¶8 The "law of the case" principles have virtue particularly if applied with reasonableness. The facts of this case, we think, bring it well within their parameters. We can find no escape from the implicity - that in the first appeal the foremost question was whether the court correctly submitted the case to the jury on the theory defendant owed plaintiff under the terms of the written architectural contract. The appellate court said it did. This has to follow from holding the damages awarded were reversibly inadequate under the "written contract" requiring a new trial.

¶9 In its opinion disposing of the first appeal the court of appeals recited that plaintiff's action was founded on a written contract employing him to perform some architectural work "in connection with the proposed construction of an office building."

¶10 "The only complaint . . ." continued the court, "[made] by the plaintiff is of the inadequacy of the verdict in his favor."

¶11 And as to defendant's position, the court says, "In his brief the defendant makes no attempt to argue that the verdict for the plaintiff of $1,500 was adequate as a recovery on the contract. He simply argues that the jury did not find a verdict for the plaintiff on the contract but instead returned a verdict of $1,500 for the reasonable value of his services."

¶12 The appellate court then answered defendant's argument this way: "The difficulty with this argument is that the verdict of the jury was a general verdict and no restitution or quantum meruit theory of recovery was ever presented for the jury's consideration. No such theory was advanced in the pleadings or in the instructions. The sole issue presented to the jury under the instructions was whether or not the plaintiff could recover on the contract. Of course the parties are now bound on this appeal by the theory on which the case was tried below."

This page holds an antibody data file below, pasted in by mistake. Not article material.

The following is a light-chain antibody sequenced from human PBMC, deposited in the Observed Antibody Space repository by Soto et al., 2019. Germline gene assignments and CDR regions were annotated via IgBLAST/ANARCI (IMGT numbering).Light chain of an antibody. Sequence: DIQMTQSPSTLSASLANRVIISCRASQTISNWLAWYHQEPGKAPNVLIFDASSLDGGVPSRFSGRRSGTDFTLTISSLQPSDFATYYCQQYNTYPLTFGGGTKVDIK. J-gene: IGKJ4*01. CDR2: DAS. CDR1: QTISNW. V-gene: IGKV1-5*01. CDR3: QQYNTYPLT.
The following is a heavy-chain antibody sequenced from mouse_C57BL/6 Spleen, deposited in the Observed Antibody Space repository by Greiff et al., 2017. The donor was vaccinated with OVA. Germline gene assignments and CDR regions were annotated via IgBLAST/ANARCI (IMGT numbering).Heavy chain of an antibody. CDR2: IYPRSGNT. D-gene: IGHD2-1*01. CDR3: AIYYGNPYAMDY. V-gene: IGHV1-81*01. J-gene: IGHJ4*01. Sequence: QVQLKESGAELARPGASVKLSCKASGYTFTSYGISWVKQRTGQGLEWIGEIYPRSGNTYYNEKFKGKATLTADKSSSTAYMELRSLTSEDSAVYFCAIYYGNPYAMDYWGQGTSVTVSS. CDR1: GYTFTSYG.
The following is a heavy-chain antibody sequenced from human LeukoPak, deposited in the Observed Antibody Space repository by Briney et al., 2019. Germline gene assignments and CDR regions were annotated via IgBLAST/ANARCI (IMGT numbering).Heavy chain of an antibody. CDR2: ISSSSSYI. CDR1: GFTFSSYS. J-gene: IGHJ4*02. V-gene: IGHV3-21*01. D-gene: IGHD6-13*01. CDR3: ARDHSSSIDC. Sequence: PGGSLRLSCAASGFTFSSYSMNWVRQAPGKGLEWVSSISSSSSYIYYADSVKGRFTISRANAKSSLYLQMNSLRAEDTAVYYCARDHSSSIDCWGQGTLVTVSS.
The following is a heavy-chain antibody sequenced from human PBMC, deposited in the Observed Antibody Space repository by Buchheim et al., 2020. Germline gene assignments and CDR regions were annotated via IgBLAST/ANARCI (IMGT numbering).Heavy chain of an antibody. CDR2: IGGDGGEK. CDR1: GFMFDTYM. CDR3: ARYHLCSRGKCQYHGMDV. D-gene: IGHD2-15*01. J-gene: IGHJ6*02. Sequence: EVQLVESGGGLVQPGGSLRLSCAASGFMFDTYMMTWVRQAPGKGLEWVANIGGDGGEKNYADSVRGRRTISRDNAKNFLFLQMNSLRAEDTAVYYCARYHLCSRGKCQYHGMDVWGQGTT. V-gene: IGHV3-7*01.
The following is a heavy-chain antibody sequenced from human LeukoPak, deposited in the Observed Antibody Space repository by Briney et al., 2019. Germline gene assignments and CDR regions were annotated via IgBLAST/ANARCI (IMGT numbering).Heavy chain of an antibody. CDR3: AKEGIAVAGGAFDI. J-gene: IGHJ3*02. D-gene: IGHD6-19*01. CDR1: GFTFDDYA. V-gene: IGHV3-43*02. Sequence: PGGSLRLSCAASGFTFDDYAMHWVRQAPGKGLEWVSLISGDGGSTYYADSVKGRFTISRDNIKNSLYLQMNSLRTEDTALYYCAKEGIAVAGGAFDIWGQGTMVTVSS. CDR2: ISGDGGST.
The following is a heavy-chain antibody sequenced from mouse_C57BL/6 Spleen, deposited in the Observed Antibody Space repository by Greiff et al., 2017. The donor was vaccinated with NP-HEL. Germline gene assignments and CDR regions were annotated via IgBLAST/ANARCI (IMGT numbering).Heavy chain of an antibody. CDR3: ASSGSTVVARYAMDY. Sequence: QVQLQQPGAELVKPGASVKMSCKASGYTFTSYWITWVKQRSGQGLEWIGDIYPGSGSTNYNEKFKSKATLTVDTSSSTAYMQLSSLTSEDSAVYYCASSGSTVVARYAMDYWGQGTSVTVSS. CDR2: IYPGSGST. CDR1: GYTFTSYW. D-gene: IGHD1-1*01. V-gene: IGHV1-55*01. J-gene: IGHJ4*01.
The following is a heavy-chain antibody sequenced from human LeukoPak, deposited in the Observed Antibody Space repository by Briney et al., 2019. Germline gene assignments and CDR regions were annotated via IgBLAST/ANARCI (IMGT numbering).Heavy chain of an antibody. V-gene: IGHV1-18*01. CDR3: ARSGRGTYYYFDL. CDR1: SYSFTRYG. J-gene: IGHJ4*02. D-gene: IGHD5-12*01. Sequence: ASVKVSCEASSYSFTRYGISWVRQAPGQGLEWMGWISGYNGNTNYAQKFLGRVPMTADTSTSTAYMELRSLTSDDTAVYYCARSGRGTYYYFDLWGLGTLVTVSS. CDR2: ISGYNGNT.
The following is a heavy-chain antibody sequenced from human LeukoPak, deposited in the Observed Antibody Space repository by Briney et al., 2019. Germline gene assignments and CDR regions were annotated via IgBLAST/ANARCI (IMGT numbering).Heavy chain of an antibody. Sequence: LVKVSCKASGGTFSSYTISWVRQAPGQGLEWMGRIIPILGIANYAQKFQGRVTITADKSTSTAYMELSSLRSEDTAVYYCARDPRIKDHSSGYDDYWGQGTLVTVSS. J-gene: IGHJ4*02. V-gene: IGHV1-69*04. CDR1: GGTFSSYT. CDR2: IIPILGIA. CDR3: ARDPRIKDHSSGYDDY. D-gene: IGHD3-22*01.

¶13 The opinion also disclosed that "defendant did not move for a new trial or cross appeal."

¶14 Consonant with our conclusion that the "law of the case" doctrine applies in this case is the fact it is correlated, it seems to us, to a significant corollary, namely, that upon remand the trial judge was fully justified in construing the earlier opinion as implicitly holding that the evidence was sufficient to warrant submission of the case to the jury on the theory of the written architectural contract having been breached in the first trial and that the only error committed was one by the jury in erroneously assessing damages arising from such breach. And whatever was binding on the trial court must of necessity have been binding on the parties.

¶15 The second trial was tried on exactly the same theory as the first - evidently because of just such an interpretation of the appellate opinion.

¶16 It follows that if defendant did argue an erroneous submission of the contract breach to the jury as a then existing point of error on the first appeal it was resolved against him, and if he did not urge it he consequentially waived it.

¶17 To discourage litigiousness and fragmented appellate review with its concomitant undue procrastination of finality is the aim of the "law of the case" doctrine - a salutory objective serving to achieve a better and speedier administration of justice.

¶18 Affirmed.

¶19 NEPTUNE, P.J., and BACON, J., concur.

Footnotes:

1 The first appeal was taken by appellee and was decided by the Court of Appeals, Division 1 in an opinion published unofficially in 44 O.B.A.J. 2683 (1973).

2 This conclusion is emphasized by defendant's very first statement in his brief: "First," he says "we must admit that plaintiff could not recover on a quantum meruit theory since such a theory was not presented in this case. Gumerson v. Farha, Court of Appeals, Oklahoma, #45528; Aug. 14, 1973 . . . the real question here is: Was the work done by plaintiff performed under the terms of the alleged written contract, or under a separate oral agreement entered into by the parties before they entered into the written contract?

"The opinion handed down by the Court of Appeals on August 14, 1973, appears to answer this question. The Court states the first trial was not tried on a quantum meruit theory. We agree. We also agree that the second trial was not tried on such a theory. The case was tried on whether there was a contract and whether plaintiff performed under such alleged contract entitling him to recover."